Parents would no longer be able to disinherit their dependent children by cutting them out of their wills under new proposals which amount to the most radical shake-up of Scotland's inheritance laws in a generation.
Spouses and dependent children would be given greater protection against being disinherited while co-habiting partners would see their rights to make a claim on an estate extended under the proposals.
And in cases where a person dies without leaving a will, surviving spouses should inherit their entire estate, according to the Scottish Law Commission (SLC), which published the proposed reforms yesterday.
Scotland's inheritance laws, otherwise known as the laws of succession, are in need of a radical overhaul to reflect changes in society such as the legal recognition of gay relationships, the increasing number of step-families and divorces, according to the SLC. The report from the SLC deals with two major issues: the position of surviving spouses, civil partners and co-habitants when a person dies without having made a will; and the protection of close relatives from being disinherited.
It says that the current rules governing intestacy, when a person dies without a will, sometimes fail to provide a fair result for surviving partners and therefore should be changed. At present if a person dies and leaves a large estate or a mainly heritable one - in other words one comprising land and buildings - and is survived by a spouse or civil partner but has no children, the spouse will be the major beneficiary.
However, a substantial proportion may go to the dead person's parents, siblings and even the sons and daughters of siblings who died before them. In some circumstances they can inherit more than the spouse.
The SLC proposal is that in this situation the surviving spouse or civil partner should be entitled to the whole estate.
The other major proposal contained within the SLC report deals with close relatives who are disinherited. Under Scots law someone who makes a will is able to disinherit any member of his or her close family by leaving all of their estate to other people.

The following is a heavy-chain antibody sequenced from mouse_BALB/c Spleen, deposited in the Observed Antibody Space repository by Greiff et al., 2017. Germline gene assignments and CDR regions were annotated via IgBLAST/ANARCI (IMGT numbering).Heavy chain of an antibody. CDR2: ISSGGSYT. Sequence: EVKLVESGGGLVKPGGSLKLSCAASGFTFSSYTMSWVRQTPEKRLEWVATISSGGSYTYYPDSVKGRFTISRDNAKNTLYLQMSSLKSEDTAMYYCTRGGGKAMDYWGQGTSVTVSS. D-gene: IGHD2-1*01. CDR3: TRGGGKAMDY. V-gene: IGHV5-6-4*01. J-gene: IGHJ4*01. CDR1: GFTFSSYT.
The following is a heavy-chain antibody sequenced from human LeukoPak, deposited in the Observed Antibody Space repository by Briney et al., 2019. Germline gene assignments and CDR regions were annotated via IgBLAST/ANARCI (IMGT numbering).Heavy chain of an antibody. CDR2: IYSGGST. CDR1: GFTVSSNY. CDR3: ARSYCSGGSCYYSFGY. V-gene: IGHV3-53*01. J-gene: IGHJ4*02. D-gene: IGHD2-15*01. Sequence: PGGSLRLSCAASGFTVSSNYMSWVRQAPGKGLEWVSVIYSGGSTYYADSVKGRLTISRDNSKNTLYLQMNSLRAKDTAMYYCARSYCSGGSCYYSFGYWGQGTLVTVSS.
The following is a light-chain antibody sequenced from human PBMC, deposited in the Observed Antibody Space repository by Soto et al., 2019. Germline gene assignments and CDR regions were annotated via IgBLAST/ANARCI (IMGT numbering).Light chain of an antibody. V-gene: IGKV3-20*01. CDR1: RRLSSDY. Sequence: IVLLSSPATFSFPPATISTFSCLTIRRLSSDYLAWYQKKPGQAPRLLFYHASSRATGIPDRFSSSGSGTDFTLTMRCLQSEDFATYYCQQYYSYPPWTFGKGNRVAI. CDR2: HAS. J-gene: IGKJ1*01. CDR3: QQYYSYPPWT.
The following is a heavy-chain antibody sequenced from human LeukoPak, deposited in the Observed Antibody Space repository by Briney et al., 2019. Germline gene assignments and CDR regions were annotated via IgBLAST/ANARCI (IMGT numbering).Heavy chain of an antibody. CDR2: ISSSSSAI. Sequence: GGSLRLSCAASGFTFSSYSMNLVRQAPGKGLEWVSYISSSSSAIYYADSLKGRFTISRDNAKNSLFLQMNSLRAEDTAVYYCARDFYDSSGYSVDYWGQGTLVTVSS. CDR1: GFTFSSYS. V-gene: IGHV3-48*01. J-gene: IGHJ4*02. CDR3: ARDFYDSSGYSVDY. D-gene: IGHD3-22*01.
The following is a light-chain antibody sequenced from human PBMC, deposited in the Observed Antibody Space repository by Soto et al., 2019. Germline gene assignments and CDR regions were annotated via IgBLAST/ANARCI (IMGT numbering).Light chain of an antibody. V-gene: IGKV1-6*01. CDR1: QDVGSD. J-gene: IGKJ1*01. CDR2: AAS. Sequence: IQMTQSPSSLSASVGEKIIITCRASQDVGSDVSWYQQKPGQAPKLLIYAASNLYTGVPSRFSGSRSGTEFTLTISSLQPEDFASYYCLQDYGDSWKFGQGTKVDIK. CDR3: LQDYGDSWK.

The SLC said: "There is strong and consistent public support for some protection for spouses, civil partners and issue and dissatisfaction with the existing regime of legal rights applicable to them."
It proposes that in these circumstances spouses and civil partners should be entitled to a quarter of what they would have got had there been no will, and that dependent children should be able to apply to court for maintenance from the estate. The definition of who would qualify as a "dependent" child under the new proposals has still to be decided.
It also recommends that co-habitants be entitled to a share of the estate in these circumstances.
The report also calls for new legislation to prevent a person evading the protections against disinheritance by giving property away before they die instead of leaving it in a will. Currently in Scots law there is nothing to prevent a person doing this.
The SLC proposals were welcomed by academics and legal practitioners alike.
Alan Barr, a partner with Brodies LLP, said: "I think these proposals are entirely reasonable.
"It's not a root and branch removal of the law as it stands, but it's modernising and deals with problems that people have perceived about it.
"There is always a balance to be struck between whether on the one hand you should be able to do exactly what you like with your estate, and on the other whether people should be bound to provide for at least some of their family.
"This is an attempt to change that balance slightly and to simplify what is very complicated law."
Michael Meston, emeritus professor of Scots law at the University of Aberdeen and one of the foremost authorities on the Scots law of succession, said: "The law in this area is undoubtedly in need of improvement.
"These proposals are very welcome and address a much-needed improvement in the law."